What is Google AMP & How it Helps in Improving User ExperienceDCI
Mobile devices have changed how, when and where we access information, but the speed of delivery can sometimes leave a lot to be desired for many users. Content publishers in particular face the problem of losing readers if a website takes too long to load. This in turn leads to lost subscriptions and lower ad revenue.
In order to address this problem and increase the spread of information, Google has announced a new open source initiative called Accelerated Mobile Pages, or AMP. AMP is designed to dramatically improve loading times for webpages with rich content such as graphics, animations and video, while still displaying smart ads. Google also intends for AMP to work across devices and platforms, in an effort to deliver almost instant information to as many users as possible.
The AMP HTML framework was built using existing web technologies, and it allows websites to develop light-weight webpages. It is currently implemented for Google Search (as showcased in the video below), and in the future AMP will be implemented for other Google services such as Google News, along with almost 30 other publishers worldwide. Among these publishers, you will find several big names including Twitter, Pinterest, WordPress, LinkedIn, Adobe Analytics, Chartbeat and Parse.ly.
Google intends to work with its partners on adding features and functionality to three key areas:
Rich content such as images, maps, videos, social plug-ins and data visualizations are becoming a staple for many publishers. On top of that, publishers also have to implement ads and analytics within their content in order to generate revenue, and understand their users better. With AMP, publishers can rely on an open source framework which contains best practices in regards to user experience and high performance.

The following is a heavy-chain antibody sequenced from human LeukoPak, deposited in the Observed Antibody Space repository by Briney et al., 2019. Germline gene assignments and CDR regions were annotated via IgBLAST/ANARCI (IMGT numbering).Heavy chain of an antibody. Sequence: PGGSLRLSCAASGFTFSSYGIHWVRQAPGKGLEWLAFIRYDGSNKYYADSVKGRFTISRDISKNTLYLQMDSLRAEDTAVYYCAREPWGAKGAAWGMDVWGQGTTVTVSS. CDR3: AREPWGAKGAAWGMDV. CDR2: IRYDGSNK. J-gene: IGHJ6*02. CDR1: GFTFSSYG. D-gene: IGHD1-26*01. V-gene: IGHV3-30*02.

Another hurdle to faster page loading times is distance. As part of the effort to distribute content at very high speeds, Google has offered a caching solution, which allows publishers to host content on their own website, and distribute it globally in a much more efficient manner through Google’s global cache. This cache service will be free to use.
When it comes to ads, Google wants to ensure that publishers can still work with their favorite ad networks, and AMP is intended to support a wide range of ad formats and technologies. The project will also support websites that operate using paywalls and subscriptions. Some ad experiences will undergo changes, and Google intends to work with publishers in order to find the right balance between performance, user experience and maximum ROI on advertising.
Effects on the UX
Under the new AMP policy, UX will benefit from almost instantaneous loading times, with loading times playing a major factor in user retention and bounce rates. The only hypothetical detriment to implementing AMP is the stripping down of a page. However, since rich content gets to stay in, we doubt that it will be that much of an issue for users.